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Way Out West: Saddle Sore Blues (Blue Bhikku) 

It seems like it was decades before anyone outside of the genre was able to take country-and-Western music seriously. And so it is with cowboy-and-Western music, steeped in a tradition too often laced with the clichés of a life out on the range. But for more than a decade, Tucson's Way Out West has distinguished itself outside of the genre.

Strong singing (with great harmonies), good storytelling and the ability to turn standard cowboy fare into clever wordplay all contribute to the album. With the help of the group's annotated liner notes, we can also see where these tunes come from, and how each song is its own portrait or essay.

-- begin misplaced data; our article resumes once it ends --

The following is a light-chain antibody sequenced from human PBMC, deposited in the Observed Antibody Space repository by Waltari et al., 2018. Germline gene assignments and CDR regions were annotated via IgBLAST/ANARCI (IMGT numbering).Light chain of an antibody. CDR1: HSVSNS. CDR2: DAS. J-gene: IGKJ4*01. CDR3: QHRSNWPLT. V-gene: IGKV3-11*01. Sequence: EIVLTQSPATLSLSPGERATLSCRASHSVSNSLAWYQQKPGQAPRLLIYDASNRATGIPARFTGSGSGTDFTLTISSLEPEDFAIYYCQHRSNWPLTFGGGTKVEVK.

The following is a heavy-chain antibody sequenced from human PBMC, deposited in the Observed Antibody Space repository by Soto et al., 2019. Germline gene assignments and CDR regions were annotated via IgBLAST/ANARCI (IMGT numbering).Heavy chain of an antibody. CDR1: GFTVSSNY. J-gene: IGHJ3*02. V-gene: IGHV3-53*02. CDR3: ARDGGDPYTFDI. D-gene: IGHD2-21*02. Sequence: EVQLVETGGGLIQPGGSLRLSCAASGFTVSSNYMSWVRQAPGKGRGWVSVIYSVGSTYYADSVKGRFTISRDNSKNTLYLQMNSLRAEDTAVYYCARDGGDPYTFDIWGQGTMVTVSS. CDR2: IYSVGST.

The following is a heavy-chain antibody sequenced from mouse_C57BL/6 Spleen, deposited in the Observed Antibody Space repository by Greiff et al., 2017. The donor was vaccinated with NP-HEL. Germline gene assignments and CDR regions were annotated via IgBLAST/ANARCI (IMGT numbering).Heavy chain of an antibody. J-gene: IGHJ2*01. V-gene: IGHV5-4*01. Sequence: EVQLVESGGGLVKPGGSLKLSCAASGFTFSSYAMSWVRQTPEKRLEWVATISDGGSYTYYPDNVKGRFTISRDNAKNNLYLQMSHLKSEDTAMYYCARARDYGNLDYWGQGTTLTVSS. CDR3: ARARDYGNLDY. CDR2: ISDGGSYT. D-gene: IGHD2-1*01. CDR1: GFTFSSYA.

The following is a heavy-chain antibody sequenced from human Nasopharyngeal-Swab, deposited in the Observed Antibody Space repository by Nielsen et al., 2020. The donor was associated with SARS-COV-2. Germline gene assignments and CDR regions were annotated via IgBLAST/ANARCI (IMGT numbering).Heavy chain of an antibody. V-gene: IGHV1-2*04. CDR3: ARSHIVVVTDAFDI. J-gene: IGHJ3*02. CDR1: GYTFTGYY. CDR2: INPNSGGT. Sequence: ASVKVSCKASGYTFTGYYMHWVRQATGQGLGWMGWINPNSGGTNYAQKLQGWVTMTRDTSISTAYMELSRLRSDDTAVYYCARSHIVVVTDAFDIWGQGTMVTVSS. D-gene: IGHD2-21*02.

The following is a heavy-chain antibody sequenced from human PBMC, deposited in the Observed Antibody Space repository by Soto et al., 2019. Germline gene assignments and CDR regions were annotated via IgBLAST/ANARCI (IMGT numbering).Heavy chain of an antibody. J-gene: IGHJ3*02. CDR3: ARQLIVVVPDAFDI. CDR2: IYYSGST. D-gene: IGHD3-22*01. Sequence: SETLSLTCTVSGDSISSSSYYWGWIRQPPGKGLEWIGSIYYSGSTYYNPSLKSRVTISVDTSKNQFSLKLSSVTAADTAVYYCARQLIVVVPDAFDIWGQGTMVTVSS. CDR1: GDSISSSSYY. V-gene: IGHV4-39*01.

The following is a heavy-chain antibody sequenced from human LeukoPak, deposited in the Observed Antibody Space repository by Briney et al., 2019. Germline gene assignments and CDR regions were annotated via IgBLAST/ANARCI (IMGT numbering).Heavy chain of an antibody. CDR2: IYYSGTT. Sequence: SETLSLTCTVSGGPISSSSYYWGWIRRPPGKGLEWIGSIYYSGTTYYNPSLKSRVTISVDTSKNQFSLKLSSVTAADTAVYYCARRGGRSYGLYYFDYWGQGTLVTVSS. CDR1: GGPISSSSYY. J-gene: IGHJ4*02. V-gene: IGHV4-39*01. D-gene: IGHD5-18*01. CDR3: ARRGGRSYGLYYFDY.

In "Inspired by Montana," when Emmy Creigh makes reference to Patsy, it might be easy to think she's singing about Patsy Cline—but it's actually Patsy Montana who is the inspiration for a song about Big Sky country. The trumpets in "Train to 'I Don't Care,'" along with Tom Poley's spoken-word-style lyrics, add a whole new dimension to this groove, while the Norteño-inspired "Bacanora," featuring Kevin Schramm on accordion, adds still another layer to the sound. And "Last Shirt You Wear," Poley's surprisingly German-inspired duet with Neil Harry on pedal steel, is just a great song, cowboy, Western or otherwise.

Bassist Slim Rost contributes two of his own strong originals, while an array of special guests including Earl Edmonson (harmonica), Tim O'Connor and Nick Coventry (both on fiddle) help fill out the sound.

More by Jim Lipson

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